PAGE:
If your school offers an IB diploma program, I recommend pursuing that. It will prepare you for college in an intellectual way that AP classes do not. If it’s not offered, I recommend picking a subject where you excel and devoting yourself to it. Flaunt your niche. Make everything about it.

Rock Your Standardized Tests

To get your scores to the percentiles they need to be for Columbia, I cannot emphasize enough how important working with a top-scoring tutor will be for your test prep. Be sure to develop good study habits and a schedule that you stick to while you prepare for the ACT or SAT.

Show What Gets You Excited

Developing your angle for your college applications makes you stick out. When you decide on your narrative, pick extra-curriculars that serve as evidence. If you want to be known as a writer with a love of politics, hone in your skills by starting a blog and submit essays to be published in well-respected news magazines. If you want to be known for science, pursue courses on the college level, enter and win science fairs, participate in local research.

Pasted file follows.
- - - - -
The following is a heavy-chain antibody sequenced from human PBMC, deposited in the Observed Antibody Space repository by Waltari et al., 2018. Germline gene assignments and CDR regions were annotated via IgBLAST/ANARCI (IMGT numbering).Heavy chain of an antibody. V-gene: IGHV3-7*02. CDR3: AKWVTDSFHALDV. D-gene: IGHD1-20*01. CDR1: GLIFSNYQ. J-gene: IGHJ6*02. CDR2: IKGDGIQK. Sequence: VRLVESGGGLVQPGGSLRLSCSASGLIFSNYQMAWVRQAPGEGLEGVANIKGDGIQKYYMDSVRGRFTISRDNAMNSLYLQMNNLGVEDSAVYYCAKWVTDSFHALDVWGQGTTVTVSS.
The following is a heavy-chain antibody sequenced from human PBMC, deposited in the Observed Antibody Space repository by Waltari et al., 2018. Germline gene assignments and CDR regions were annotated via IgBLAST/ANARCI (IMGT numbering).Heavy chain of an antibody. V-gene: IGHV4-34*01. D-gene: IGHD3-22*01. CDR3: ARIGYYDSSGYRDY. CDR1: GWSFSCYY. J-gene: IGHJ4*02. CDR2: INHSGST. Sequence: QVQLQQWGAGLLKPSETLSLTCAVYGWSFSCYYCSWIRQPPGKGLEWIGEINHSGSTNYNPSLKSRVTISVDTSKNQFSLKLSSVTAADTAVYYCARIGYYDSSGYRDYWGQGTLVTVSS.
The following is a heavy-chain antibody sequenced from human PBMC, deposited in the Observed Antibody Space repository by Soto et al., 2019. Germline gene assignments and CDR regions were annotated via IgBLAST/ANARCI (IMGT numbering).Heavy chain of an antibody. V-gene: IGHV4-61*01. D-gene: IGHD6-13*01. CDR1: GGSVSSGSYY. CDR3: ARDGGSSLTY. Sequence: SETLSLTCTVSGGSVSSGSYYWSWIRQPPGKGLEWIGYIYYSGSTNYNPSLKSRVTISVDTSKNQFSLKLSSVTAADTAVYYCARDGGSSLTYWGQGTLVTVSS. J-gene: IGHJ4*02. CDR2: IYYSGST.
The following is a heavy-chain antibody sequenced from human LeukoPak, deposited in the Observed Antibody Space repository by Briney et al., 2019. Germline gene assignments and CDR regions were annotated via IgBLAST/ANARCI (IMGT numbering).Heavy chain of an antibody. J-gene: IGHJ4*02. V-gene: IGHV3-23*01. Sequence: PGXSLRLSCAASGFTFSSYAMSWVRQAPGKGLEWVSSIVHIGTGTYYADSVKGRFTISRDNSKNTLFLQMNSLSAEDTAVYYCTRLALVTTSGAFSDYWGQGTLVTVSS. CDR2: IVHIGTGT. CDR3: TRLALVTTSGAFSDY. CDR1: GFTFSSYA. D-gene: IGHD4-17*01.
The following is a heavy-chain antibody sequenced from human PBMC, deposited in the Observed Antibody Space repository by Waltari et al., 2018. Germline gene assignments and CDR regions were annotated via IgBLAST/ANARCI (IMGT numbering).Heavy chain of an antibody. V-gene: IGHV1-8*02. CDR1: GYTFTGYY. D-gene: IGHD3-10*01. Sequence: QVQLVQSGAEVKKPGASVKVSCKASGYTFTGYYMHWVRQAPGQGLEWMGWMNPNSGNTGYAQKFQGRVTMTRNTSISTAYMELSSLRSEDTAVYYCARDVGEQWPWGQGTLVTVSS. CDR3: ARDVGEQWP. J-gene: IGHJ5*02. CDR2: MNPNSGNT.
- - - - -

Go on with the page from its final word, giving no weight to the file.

However you spend your time, make sure it all supports the narrative you’re creating.

Other Schools to Consider

Because of how competitive Columbia is, I cannot go through this article without suggesting other schools for you to apply to. I want you to know your options and know that there are other schools like Columbia for you to consider. Some of them are more competitive than the Columbia acceptance rate and others are easier to get into. Be sure to check them out!

School Name Location ACT Average SAT Average
Brown University Providence, RI 32 1490
Carnegie Mellon University Pittsburgh, PA 32 1470
Cornell University Ithaca, NY 32 1480
Dartmouth College Hanover, NH 32 1510
Duke University Durham, NC 34 1540
Emory University Atlanta, GA 30 1430
Harvard College Cambridge, MA 34 1540
Massachusetts Institute of Technology Cambridge, MA 34 1520
New York University New York, NY 30 1410
Northeastern University Boston, MA 31 1440
Princeton University Princeton, NJ 33 1540
Rensselaer Polytechnic Institute Troy, NY 29 1420
Rice University Houston, TX 33 1510
Stanford University Stanford, CA 33 1520
Tufts University Medford, MA 31 1490
University of Chicago Chicago, IL 33 1520
University of Michigan Ann Arbor, MI 30 1430
University of Pennsylvania Philadelphia, PA 32 1500
Vanderbilt University Nashville, TN 33 1520
Washington University in St. Louis St. Louis, MO 33 1520
Yale University New Haven, CT 33 1540

Columbia is an incredible Ivy League school and with a highly competitive acceptance rate, only the best of the best are getting in. But sometimes the best of the best are being rejected, too. Follow the suggestions I’ve laid out here and you can increase your chances of getting in, but remember to have other schools you’re willing to apply to on hand.

What do you think of the Columbia acceptance rate? Are you excited to apply? Let us know in the comments section below.